Designing the Microbial Research Commons
* Book: Designing the Microbial Research Commons: Proceedings of an International Workshop. National Academies Press, 2011.
"Recent decades have witnessed an ever-increasing range and volume of digital data. All elements of the pillars of science--whether observation, experiment, or theory and modeling--are being transformed by the continuous cycle of generation, dissemination, and use of factual information. This is even more so in terms of the re-using and re-purposing of digital scientific data beyond the original intent of the data collectors, often with dramatic results.
We all know about the potential benefits and impacts of digital data, but we are also aware of the barriers, the challenges in maximizing the access, and use of such data. There is thus a need to think about how a data infrastructure can enhance capabilities for finding, using, and integrating information to accelerate discovery and innovation. How can we best implement an accessible, interoperable digital environment so that the data can be repeatedly used by a wide variety of users in different settings and with different applications?
With this objective: to use the microbial communities and microbial data, literature, and the research materials themselves as a test case, the Board on Research Data and Information held an International Symposium on Designing the Microbial Research Commons at the National Academy of Sciences in Washington, DC on 8-9 October 2009. The symposium addressed topics such as models to lower the transaction costs and support access to and use of microbiological materials and digital resources from the perspective of publicly funded research, public-private interactions, and developing country concerns. The overall goal of the symposium was to stimulate more research and implementation of improved legal and institutional models for publicly funded research in microbiology."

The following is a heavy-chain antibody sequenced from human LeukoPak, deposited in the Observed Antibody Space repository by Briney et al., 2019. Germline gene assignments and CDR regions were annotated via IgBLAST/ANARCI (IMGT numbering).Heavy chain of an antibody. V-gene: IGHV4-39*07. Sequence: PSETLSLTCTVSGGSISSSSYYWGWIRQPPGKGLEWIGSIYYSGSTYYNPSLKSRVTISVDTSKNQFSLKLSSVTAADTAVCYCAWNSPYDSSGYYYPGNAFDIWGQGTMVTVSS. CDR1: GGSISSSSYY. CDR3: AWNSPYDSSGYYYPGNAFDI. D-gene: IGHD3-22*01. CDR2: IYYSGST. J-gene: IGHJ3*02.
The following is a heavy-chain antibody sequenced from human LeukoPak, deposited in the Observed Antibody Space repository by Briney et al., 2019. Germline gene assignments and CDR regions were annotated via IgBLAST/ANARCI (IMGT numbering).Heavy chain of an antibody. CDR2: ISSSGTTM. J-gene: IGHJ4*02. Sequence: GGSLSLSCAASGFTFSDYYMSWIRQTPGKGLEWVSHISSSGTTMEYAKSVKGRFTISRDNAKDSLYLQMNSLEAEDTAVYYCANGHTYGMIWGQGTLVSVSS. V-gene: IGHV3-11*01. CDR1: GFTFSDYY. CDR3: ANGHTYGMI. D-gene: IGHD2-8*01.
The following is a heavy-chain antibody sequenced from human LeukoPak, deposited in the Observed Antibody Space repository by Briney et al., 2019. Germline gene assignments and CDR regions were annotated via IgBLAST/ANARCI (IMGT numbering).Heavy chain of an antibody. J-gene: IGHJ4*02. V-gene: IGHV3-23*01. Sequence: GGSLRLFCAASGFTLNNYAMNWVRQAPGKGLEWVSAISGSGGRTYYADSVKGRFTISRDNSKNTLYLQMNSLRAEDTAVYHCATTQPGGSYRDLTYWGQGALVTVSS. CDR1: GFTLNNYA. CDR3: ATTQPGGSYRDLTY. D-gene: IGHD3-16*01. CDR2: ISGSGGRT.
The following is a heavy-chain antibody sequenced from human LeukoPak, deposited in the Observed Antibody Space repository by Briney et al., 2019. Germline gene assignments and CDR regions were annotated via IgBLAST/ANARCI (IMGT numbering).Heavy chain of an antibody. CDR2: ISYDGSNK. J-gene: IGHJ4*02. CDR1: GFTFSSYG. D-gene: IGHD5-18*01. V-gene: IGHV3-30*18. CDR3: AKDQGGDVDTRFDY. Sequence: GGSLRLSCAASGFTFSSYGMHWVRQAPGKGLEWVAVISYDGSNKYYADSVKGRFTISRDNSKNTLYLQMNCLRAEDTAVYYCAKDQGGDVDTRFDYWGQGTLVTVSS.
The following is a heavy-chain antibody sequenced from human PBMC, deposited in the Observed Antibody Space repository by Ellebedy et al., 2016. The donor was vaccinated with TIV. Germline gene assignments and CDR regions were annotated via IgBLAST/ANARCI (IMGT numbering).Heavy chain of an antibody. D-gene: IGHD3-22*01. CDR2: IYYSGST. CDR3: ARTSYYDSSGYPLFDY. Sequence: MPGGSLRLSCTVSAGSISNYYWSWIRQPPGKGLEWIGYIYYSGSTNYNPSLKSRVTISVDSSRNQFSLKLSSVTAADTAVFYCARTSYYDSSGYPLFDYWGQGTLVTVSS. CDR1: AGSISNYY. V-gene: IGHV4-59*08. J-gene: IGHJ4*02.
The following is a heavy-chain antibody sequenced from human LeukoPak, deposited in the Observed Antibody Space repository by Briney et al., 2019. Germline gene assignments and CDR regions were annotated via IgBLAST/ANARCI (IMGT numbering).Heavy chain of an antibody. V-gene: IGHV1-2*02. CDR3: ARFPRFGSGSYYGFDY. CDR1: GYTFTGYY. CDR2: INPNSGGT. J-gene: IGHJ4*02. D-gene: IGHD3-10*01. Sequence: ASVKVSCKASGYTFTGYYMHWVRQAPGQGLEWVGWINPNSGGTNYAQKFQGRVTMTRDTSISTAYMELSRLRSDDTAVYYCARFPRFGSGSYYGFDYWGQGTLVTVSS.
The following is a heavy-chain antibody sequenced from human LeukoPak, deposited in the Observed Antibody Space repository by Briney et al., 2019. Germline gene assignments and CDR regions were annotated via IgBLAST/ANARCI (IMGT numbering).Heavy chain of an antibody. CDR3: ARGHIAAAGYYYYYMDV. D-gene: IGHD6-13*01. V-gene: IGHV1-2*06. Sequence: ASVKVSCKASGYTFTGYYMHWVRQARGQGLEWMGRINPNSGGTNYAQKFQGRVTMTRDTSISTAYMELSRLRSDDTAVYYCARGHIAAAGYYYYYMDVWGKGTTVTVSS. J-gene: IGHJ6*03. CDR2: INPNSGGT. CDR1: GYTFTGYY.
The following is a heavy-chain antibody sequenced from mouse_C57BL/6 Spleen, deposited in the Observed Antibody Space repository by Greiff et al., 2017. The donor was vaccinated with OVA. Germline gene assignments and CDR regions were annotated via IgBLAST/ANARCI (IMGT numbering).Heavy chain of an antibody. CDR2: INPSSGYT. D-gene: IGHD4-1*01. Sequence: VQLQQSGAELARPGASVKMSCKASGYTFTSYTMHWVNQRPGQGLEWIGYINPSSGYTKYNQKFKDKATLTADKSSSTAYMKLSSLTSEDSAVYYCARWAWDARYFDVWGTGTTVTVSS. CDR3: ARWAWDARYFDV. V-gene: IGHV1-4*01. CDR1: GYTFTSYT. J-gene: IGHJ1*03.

1. Introduction — Cathy Wu.
 2. Microbiology in the 21st Century — Joan W. Bennett.
 3. Breaking Anti-Commons Constraints on Global Scientific Research: Some New Moves in “Legal Jujitsu” — Paul A. David.
 4. An Industry Perspective: Development of an MTA Harmonious with a Microbial Research Commons — Stephen J. McCorma.
 5. Developing Country Perspective: Microbial Research Commons Including Viruses — Ashok Kolaskar.
 6. A Compensatory Liability Regime to Promote the Exchange of Microbial Genetic Resources for Research and Benefit Sharing — Jerome H. Reichman.
 7. The Agricultural Research Service Culture Collection: Germplasm Accessions and Research Programs — Cletus P. Kurtzman.
 8. American Type Culture Collection: A Model for Biological Materials Resource Management — Frank Simione.
 9. Contracting to Preserve Open Science: Lessons for a Microbial Research Commons — Peter Lee.
 12. Comments on Designing the Microbial Research Commons: Digital Knowledge Resources — Katherine Strandburg.
 14. Academic Publications — Fred A. Rainey.
 15. StrainInfo: Reducing Microbial Data Entropy — Peter Dawyndt.
 16. Research and Applications in Energy and Environment — Daniel Drell.
 17. Large Scale Microbial Ecology Cyberinfrastructure — Paul Gilna.
 18. Proposal for a Microbial Semi-Commons: Perspectives from the International Cooperative Biodiversity Groups — Flora Katz.
 19. The International Treaty on Plant Genetic Resources — Shakeel Bhatti.
 21. Digital Research: Microbial Genomics — Nikos Kyrpides.
 22. Accessing Microbiological Data: A User’s Perspective — Mark Segal.
 23. The Microbial Commons: Journals and Professional Societies — Samuel Kaplan.
 24. Microbial Commons: Overview of the Governance Considerations — A Framework for Discussion — Tom Dedeurwaerdere.
 26. International Developments: A Context for the Creation of a Microbiology Commons — Anita Eisenstadt.
 27. Options for Governing the Microbial Commons — Michael Halewood.
 28. Access and Benefit Sharing under the CBD and Access to Materials for Research — Stefan Jungcurt.
 29. Closing Observations — Cathy Wu.